Bernardine Evaristo's Booker-winning Girl, Woman, Other is near the top of my pile, plus a shortlisted title The Underground Railroad, by Colson Whitehead,  and the latest winner Shuggie Bain. And I've got two climate change-related titles lined up: Jenny Offil's Weather, and The Good Ancestor by Roman Krznaric. So many wonderful things have been said about Piranesi that it sounds like a must-read - and I loved Maggie O' Farrell's Hamnet so much when I listened to it on Audible that I must read it in book form, too. Finally, the death of John Le Carre has made me realise how few of his novels I've read, so The Spy who came in from the Cold is next on my pile.

Gwen Grant: 
Poetry of the Committed Individual. Amongst the poets in Jon Silkin’s wonderful 1973 Stand anthology is the Israeli poet, Natan Zach, who died last month. His tiny poem ‘How is it that one star,’ about a star daring to shine on its own, is so beautiful that, unprepared for the savagery ribboned into his poem, ‘Against Parting,’ I found myself staring blindly at the page. Zach’s tailor once parted from his wife – Auschwitz, and from his three sisters – Buchenwald. Parted for ever.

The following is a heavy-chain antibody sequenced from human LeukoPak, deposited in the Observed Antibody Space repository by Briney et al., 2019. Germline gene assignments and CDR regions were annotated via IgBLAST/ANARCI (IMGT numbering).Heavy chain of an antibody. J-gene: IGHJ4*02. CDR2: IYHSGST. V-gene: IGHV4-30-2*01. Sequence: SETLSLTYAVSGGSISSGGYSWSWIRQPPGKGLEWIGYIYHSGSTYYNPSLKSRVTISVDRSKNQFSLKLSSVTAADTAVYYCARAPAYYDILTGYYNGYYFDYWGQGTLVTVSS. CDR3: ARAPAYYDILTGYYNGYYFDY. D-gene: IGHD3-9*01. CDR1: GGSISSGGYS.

Michèle Roberts is a writer who takes you into the very heart of her characters and their stories. So I am immensely looking forward to reading Negative Capability, an account of how she copes with the rejection of her latest novel.

More George! published by The Hallamshire Press in 1994 is the story of George Cunningham growing up in Sheffield. George is a fabulous amateur illustrator. His beguiling pictures and vivid accounts of his life are enchanting. ‘Get a Good Rise – Join the R.A.F. Pay 3/- to 18/- a day.’ Such a lovely book.